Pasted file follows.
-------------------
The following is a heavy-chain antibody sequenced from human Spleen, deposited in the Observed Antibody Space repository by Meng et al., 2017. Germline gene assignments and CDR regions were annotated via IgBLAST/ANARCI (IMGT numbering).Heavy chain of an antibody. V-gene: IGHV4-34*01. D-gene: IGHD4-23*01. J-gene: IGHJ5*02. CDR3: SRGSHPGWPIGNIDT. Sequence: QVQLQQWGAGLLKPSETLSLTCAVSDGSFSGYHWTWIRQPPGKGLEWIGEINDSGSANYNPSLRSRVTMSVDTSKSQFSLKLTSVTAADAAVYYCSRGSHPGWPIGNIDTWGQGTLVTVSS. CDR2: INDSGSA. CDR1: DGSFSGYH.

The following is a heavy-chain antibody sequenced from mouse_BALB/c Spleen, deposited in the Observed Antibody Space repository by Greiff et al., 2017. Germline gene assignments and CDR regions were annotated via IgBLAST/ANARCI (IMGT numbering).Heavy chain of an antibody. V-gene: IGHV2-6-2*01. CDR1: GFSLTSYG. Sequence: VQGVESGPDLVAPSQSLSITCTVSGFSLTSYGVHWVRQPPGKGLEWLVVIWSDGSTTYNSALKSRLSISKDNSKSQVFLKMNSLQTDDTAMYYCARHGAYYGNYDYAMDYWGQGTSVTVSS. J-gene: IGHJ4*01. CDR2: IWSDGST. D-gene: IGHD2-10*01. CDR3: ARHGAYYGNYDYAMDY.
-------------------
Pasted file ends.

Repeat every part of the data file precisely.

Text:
The following is a heavy-chain antibody sequenced from human Spleen, deposited in the Observed Antibody Space repository by Meng et al., 2017. Germline gene assignments and CDR regions were annotated via IgBLAST/ANARCI (IMGT numbering).Heavy chain of an antibody. V-gene: IGHV4-34*01. D-gene: IGHD4-23*01. J-gene: IGHJ5*02. CDR3: SRGSHPGWPIGNIDT. Sequence: QVQLQQWGAGLLKPSETLSLTCAVSDGSFSGYHWTWIRQPPGKGLEWIGEINDSGSANYNPSLRSRVTMSVDTSKSQFSLKLTSVTAADAAVYYCSRGSHPGWPIGNIDTWGQGTLVTVSS. CDR2: INDSGSA. CDR1: DGSFSGYH.

The following is a heavy-chain antibody sequenced from mouse_BALB/c Spleen, deposited in the Observed Antibody Space repository by Greiff et al., 2017. Germline gene assignments and CDR regions were annotated via IgBLAST/ANARCI (IMGT numbering).Heavy chain of an antibody. V-gene: IGHV2-6-2*01. CDR1: GFSLTSYG. Sequence: VQGVESGPDLVAPSQSLSITCTVSGFSLTSYGVHWVRQPPGKGLEWLVVIWSDGSTTYNSALKSRLSISKDNSKSQVFLKMNSLQTDDTAMYYCARHGAYYGNYDYAMDYWGQGTSVTVSS. J-gene: IGHJ4*01. CDR2: IWSDGST. D-gene: IGHD2-10*01. CDR3: ARHGAYYGNYDYAMDY.